How can we design a home that expands and enhances our connection to the natural world?
The site for this home is a south-facing, boulder-strewn escarpment that rises over a hundred feet, from a wetland to the top of a ridge. The owners were drawn to the almost magical sense of tranquility they felt upon their first visit to this heavily forested land, striped with loose-laid fieldstone farm walls from the nineteenth century. Their mandate to the architectural team was simple but not simplistic: they wanted to live in a "house in the woods, of the woods"—to feel the presence of the forest indoors—and to commune quietly with nature and visit with guests within naturally lit, open, airy, warm rooms.
The first and most important act of design was selecting the place to anchor the home within the steeply sloped glacial terrain. We were immediately drawn to the ridge itself. Just beneath it were two rock-enclosed “rooms”—one positioned below with another space adjoining it above. Separating these was a small ravine, carrying water from a crevice in the ridge to the wetland below.
Within the rock rooms, we placed three shifting volumes that gently respond to the site's natural slopes and plateaus. The fit of the volumes of the house within these rock enclosures is snug. New stone walls engage the existing stone ledges and boulders in a dialogue that speaks to the forces of nature and man as shapers of place. In response to the dramatic natural scenery, the house itself employs an economy of design that focuses on harmony with the landscape and elemental materiality.
The home is the culmination of a carefully crafted journey ascending the glacial terrain. The journey begins below the house as the entry drive wraps around a small pond that holds and filters water from the ridge above. The drive up to the home moves across the slope in curving arcs that work with the contour of the land. Ruins of farm walls and new stone-lined swales weave through the boulders and projecting bedrock ledges, managing the movement of water.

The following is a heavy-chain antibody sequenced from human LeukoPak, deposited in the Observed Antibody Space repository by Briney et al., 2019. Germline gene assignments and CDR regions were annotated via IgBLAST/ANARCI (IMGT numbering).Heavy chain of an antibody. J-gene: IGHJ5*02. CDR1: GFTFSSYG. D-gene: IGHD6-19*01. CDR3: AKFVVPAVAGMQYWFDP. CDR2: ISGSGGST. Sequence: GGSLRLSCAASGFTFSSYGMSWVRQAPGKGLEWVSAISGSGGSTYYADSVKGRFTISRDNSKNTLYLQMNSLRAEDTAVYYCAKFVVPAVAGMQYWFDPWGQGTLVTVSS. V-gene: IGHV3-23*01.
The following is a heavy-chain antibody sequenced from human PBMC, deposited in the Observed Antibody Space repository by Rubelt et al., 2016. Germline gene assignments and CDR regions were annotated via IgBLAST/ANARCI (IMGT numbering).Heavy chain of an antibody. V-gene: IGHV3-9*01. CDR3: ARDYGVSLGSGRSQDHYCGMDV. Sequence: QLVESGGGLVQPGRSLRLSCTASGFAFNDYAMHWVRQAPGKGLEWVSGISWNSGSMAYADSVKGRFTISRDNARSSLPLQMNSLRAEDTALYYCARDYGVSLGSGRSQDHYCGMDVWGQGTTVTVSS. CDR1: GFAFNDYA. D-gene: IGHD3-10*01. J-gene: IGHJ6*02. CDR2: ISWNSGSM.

The interior of the house is very much an extension of this passage. The path continues beyond the front door, through the crevice between the two rock rooms, beneath the glass bridge, and up a break in the escarpment to the ridge above, with water and humans moving in parallel passage.
As the home spatially amplifies the power of physical passage across the terrain, so too do its walls expand and magnify the presence of the spectacular granite outcroppings mingled with the forest. Time of day, season of year, and variations in weather all shift and display in a perpetual dance ornamenting the walls.
Four materials compose the perimeter walls: tin zinc-coated copper, brushed stainless steel, polished stainless steel, and glass. Each of these creates an unfolding reflection of the world beyond and within. The copper receives shadow. The brushed stainless steel abstracts and refracts the general tonality of time of day, weather, and season. The polished stainless steel precisely mirrors form, texture, and color. Lastly, the glass windows are of two worlds. In some conditions, such as in the evening with the lights on, they are transparent and allow views to the interior of the dwelling; at other times, they reflect in a muted way the world outside.
All materials were selected for long-term durability, and to honor both permanence and change, much as the weathered rock and high forest canopy endure yet evolve with day and season.
This is a dwelling simultaneously in, with, and about nature. It seeks both an ethic and an aesthetic of energy responsibility. This begins with masonry walls that engage the earth and tightly constructed Structural Insulated Panel (SIP) enclosures that allow for strategic slices in the envelope, opening up the interior to composed views of the landscape.
The SIP enclosures and narrow detail and construction tolerances allow for a highly insulated envelope and incredibly tight construction. The measured and judicious use of wood-framed triple light glazing minimizes thermal transfer “weak spots” and strategically orients glazing to benefit from seasonal heat rejection or gain. As a result, the house will gain solar heat and retain it very efficiently during the winter. During the warmer months, apertures oriented for cross-ventilation greatly reduce the need for mechanical cooling.
At every turn, Pound Ridge House is about expanding our connection to the natural world. It explores an ethical aesthetic that is both evocative and performative, an aesthetic that aims first and foremost to induce wonder at both the timelessness and flux of the natural environment in which we live.